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Is Debt Ever Healthy? How to Tell the Difference Between Good and Bad Debt

By John Benedict

Many people take on debt for a variety of reasons. It could be a result of medical expenses, a mortgage, student loans, or outstanding credit card payments. The term “debt” often brings up a negative association because many people connect it with financial challenges and the weight of repaying that debt when they may not have the funds to do so.

But debt doesn’t have to be inherently negative. Sometimes it serves as a tool for building a brighter financial future. However, it also can corner you in a cycle of borrowing and repayment. In this article, we discuss how to discern whether a certain type of debt is good and the kind to steer clear of so you can get into a habit of healthy debt management.

What Is Good Debt? 

The term “good debt” describes debt that has the potential to increase your net worth or improve your financial situation over time. Ultimately, the strategy behind that debt outweighs the cost of borrowing. This is ideally low-interest-rate debt with affordable repayment terms. 

This would be the case if your debt was used to purchase an asset that appreciates over time. It might also be considered good debt if it’s used to invest in learning skills that could increase your income over time. 

Good Debt Examples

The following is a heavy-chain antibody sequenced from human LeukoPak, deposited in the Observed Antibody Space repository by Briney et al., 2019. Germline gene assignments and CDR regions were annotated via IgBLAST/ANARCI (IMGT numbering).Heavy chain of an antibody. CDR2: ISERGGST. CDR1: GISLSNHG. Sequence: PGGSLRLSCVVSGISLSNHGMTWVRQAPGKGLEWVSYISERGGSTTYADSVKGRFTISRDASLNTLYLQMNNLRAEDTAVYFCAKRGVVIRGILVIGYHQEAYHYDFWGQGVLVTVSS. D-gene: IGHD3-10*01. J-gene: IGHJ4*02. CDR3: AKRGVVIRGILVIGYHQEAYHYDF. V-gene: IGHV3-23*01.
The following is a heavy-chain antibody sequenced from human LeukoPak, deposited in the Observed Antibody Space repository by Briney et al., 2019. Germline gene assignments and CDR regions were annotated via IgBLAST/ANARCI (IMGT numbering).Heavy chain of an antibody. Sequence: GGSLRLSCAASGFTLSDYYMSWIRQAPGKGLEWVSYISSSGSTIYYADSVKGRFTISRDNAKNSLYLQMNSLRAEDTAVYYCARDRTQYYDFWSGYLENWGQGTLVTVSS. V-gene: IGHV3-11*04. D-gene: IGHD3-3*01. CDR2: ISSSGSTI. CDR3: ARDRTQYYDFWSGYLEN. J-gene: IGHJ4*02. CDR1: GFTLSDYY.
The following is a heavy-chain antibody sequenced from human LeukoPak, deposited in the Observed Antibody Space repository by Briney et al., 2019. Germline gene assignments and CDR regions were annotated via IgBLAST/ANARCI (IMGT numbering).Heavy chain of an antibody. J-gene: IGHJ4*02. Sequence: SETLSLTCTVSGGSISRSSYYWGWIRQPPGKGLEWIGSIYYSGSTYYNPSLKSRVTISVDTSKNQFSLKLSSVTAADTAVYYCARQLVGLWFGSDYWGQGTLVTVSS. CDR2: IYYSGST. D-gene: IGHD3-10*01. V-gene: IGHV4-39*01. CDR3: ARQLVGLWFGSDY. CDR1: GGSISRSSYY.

There are several affordable forms of debt that could help you increase your net worth or improve your finances. Here are three of the most common examples of good debt: 

  • Mortgages: A mortgage allows you to purchase a home that you likely wouldn’t be able to pay for outright. A home is likely to appreciate in value, and interest rates are generally lower compared to other forms of borrowing. 
  • Car loans: Having reliable transportation is a necessity for many people. If you don’t have the cash on hand to buy a car, a car loan facilitates the purchase. It might enable you to take a higher-paying job or accept other income opportunities. Just be sure your car loan is affordable or it could easily qualify as a bad debt. 
  • Student loans: Having a degree doesn’t guarantee a high-paying job, but it does improve your chances of earning more over your lifetime. As of 2022, the Federal Reserve reports that recent graduates with a bachelor’s degree earn a median of $54,000 compared to high school graduates earning a median of $34,320. 

What Is Bad Debt?

Bad debt makes your financial situation worse and is typically used to buy consumer goods or to purchase something that loses value over time. Bad debt typically carries high interest rates, fees, and even unreasonable repayment terms. It can become a financial nightmare if not managed properly. 

Since bad debt usually has a high interest rate and fees, it’s easy for the compounding interest to snowball out of control and make repayment difficult. A quick way to tell a good debt from a bad debt is to ask yourself whether this will help you make more money in the future. 

Bad Debt Examples

There are several forms of borrowing that are considered bad debt. The only one that’s ambiguous here is a personal loan.